Loss of ideas only ever led and continue to lead to acceptance and curiosity.  I have had many ideas over the years of how I perceived my life would turn out and at each choice of path and corner it changed … for me that’s the journey of life and I remain open to the experiences it brings so I’ve never really experienced the feeling of loss rather the feeling of anticipation of what’s next or what’s instead.(Curiosity/Acceptance)

     

    Loss of relationships – In terms of breakdowns in relationships it’s about what I can/can’t control/influence.  I look at the part I have played in the breakdown of the relationship and ask myself if it’s worth trying to rebuild and if so is there anything I can do to support that.  I can’t say that there is anger, there hasn’t been so far, and I don’t think there has been any denial, but then if I were in denial I wouldn’t know would I?  As for bargaining, I guess I could say that asking myself if there is anything I can do to rebuild the relationship is a mild form of bargaining in that I am looking to take responsibility for my part in the breakdown and where possible prevent the relationship from ending. Depression, well no not really there’s been no regret (so far) and no fear – but that might be more about my definition of depression in this context.  Some sadness at what once was and will no longer be but the sadness heals relatively quickly and acceptance follows. (Bargaining,Sadness/Acceptance)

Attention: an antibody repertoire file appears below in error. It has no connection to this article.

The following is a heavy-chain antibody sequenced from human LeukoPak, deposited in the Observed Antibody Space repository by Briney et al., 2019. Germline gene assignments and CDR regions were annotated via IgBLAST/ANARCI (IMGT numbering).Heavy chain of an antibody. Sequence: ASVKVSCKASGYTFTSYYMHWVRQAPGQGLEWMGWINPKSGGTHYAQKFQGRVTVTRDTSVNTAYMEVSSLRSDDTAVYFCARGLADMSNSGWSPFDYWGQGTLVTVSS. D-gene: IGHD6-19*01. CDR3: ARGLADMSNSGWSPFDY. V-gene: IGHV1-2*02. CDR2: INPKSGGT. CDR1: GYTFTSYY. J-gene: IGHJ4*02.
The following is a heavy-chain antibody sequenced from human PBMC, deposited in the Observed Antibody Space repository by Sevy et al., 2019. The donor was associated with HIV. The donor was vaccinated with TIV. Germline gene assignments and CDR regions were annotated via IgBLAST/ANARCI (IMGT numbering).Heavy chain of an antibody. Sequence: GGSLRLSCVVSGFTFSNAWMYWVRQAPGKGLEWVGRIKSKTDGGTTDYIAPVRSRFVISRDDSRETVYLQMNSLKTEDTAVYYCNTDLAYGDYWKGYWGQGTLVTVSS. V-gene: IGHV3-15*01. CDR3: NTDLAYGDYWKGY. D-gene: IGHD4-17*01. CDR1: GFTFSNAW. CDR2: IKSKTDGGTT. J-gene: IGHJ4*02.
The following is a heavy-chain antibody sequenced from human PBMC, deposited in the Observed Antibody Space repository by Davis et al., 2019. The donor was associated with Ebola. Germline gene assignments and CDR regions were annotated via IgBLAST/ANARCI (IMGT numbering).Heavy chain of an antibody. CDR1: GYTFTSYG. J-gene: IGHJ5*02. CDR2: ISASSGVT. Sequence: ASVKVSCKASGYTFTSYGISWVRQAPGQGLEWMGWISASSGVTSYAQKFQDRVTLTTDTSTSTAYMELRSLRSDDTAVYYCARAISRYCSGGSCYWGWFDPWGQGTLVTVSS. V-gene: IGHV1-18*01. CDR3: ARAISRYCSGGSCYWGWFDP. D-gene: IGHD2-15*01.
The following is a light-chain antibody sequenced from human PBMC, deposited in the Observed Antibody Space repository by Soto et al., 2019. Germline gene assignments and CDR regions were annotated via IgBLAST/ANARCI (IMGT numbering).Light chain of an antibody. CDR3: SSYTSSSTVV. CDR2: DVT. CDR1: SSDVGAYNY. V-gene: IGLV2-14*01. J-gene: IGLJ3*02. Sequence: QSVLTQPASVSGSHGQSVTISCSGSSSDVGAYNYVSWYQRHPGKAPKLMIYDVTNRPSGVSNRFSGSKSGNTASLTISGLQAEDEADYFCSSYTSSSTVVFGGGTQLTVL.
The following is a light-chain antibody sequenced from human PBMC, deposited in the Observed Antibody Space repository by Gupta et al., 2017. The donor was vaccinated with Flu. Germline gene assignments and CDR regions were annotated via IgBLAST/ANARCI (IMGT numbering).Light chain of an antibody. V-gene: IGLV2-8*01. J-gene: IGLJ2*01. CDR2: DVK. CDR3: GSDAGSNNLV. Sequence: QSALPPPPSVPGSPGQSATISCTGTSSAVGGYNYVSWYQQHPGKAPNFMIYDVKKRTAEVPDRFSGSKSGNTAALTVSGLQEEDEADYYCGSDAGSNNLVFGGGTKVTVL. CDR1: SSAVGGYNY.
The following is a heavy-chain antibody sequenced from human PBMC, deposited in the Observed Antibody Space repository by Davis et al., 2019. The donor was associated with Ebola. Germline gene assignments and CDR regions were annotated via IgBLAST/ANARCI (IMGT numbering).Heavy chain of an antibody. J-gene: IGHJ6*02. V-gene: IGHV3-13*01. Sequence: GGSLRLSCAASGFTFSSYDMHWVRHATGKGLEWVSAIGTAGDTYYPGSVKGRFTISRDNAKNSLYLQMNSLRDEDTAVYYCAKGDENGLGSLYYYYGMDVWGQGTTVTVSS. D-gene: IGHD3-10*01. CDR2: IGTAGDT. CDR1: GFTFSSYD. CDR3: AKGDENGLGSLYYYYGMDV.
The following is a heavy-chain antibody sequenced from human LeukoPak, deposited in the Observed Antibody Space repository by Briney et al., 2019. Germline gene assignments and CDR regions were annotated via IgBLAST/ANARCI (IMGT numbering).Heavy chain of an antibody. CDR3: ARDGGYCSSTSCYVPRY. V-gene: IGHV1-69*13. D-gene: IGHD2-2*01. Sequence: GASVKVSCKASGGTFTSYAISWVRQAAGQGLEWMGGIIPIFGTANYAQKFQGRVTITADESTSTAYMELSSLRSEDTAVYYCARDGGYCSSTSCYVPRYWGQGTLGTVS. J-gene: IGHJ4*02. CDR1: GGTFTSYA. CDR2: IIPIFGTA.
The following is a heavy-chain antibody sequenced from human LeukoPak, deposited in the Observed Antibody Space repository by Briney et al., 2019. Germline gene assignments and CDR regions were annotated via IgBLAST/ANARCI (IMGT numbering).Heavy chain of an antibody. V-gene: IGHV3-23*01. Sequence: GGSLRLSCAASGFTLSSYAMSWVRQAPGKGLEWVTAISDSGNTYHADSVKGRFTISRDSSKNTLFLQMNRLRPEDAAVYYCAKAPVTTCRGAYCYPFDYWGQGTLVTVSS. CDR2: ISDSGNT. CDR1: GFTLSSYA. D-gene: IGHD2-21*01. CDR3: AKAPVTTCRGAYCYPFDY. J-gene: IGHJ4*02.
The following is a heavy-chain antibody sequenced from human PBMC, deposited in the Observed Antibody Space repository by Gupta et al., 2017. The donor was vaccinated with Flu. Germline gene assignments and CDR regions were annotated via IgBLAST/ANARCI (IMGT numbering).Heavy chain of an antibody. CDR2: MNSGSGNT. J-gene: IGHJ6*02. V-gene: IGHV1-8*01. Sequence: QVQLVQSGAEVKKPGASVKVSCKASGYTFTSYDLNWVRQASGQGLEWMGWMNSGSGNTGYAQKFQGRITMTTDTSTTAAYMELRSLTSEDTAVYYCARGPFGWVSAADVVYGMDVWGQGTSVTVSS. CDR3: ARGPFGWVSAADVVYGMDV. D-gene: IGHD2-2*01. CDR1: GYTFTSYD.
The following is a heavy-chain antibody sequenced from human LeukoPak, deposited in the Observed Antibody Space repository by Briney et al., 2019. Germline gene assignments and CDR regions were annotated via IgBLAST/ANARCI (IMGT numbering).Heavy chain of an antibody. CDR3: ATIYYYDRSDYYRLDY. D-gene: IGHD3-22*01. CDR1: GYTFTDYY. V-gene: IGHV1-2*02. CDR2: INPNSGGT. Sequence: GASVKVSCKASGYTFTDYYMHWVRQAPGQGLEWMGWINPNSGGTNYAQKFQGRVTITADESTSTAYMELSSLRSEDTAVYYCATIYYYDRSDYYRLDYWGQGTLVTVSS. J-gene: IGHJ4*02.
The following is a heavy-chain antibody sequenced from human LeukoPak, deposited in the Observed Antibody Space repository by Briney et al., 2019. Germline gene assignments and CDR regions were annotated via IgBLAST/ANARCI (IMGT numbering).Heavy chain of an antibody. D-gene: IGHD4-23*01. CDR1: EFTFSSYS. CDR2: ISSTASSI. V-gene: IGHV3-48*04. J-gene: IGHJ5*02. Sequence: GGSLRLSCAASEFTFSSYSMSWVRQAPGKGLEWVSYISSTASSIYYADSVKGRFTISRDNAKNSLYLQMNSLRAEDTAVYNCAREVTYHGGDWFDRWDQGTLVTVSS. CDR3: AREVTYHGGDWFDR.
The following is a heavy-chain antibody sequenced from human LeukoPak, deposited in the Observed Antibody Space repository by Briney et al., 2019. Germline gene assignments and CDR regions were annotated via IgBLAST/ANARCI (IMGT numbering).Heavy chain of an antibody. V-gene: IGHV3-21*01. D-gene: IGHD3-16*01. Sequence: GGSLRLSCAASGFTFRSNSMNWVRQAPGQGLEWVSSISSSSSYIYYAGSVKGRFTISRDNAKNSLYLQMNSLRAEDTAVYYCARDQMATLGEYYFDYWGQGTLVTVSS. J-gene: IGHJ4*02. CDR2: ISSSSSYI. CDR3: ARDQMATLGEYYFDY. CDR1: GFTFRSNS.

In terms of death, definitely the most difficult for me to deal with and yet the most simple in terms of process.  Deep and lasting sadness coupled with acceptance. (Sadness/Acceptance)

    So, from my own experience, I would say that KR’s theory is lacking identification of types of grief as for me there is a clear difference in how I experience the types I have categorised.  The theory also gives no acknowledgement to age/experience in the grief cycle, and I wonder if the more a person experiences loss whether the way they deal with it changes, or what affect loss at an early age might have on an individuals process?  For me KR, despite extended fluid approaches to her theory, very much shows a linear process which leads to acceptance for those individuals willing to go there but it doesn’t address the theory of what happens after acceptance.  I appreciate some might argue that a person fluctuates between the different stages before, during and after acceptance, but that is not my experience and I would argue, has an individual revisiting the different stages before, during and after acceptance actually really achieved true acceptance?